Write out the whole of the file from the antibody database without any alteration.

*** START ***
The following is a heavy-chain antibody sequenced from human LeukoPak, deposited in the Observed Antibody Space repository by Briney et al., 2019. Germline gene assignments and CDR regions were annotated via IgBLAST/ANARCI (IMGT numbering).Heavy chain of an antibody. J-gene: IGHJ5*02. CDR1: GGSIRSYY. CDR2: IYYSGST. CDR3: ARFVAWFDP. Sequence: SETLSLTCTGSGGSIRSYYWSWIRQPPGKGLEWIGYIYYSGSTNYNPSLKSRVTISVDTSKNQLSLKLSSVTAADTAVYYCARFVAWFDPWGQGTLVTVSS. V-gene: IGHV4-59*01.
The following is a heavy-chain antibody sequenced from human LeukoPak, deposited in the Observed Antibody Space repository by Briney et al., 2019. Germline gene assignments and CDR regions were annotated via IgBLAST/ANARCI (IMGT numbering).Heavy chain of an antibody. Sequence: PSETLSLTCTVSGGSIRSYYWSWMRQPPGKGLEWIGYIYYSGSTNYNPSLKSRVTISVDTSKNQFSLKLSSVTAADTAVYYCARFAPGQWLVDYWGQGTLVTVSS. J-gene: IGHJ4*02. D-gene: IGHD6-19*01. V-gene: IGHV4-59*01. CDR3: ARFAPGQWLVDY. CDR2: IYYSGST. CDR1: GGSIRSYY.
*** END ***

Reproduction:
The following is a heavy-chain antibody sequenced from human LeukoPak, deposited in the Observed Antibody Space repository by Briney et al., 2019. Germline gene assignments and CDR regions were annotated via IgBLAST/ANARCI (IMGT numbering).Heavy chain of an antibody. J-gene: IGHJ5*02. CDR1: GGSIRSYY. CDR2: IYYSGST. CDR3: ARFVAWFDP. Sequence: SETLSLTCTGSGGSIRSYYWSWIRQPPGKGLEWIGYIYYSGSTNYNPSLKSRVTISVDTSKNQLSLKLSSVTAADTAVYYCARFVAWFDPWGQGTLVTVSS. V-gene: IGHV4-59*01.
The following is a heavy-chain antibody sequenced from human LeukoPak, deposited in the Observed Antibody Space repository by Briney et al., 2019. Germline gene assignments and CDR regions were annotated via IgBLAST/ANARCI (IMGT numbering).Heavy chain of an antibody. Sequence: PSETLSLTCTVSGGSIRSYYWSWMRQPPGKGLEWIGYIYYSGSTNYNPSLKSRVTISVDTSKNQFSLKLSSVTAADTAVYYCARFAPGQWLVDYWGQGTLVTVSS. J-gene: IGHJ4*02. D-gene: IGHD6-19*01. V-gene: IGHV4-59*01. CDR3: ARFAPGQWLVDY. CDR2: IYYSGST. CDR1: GGSIRSYY.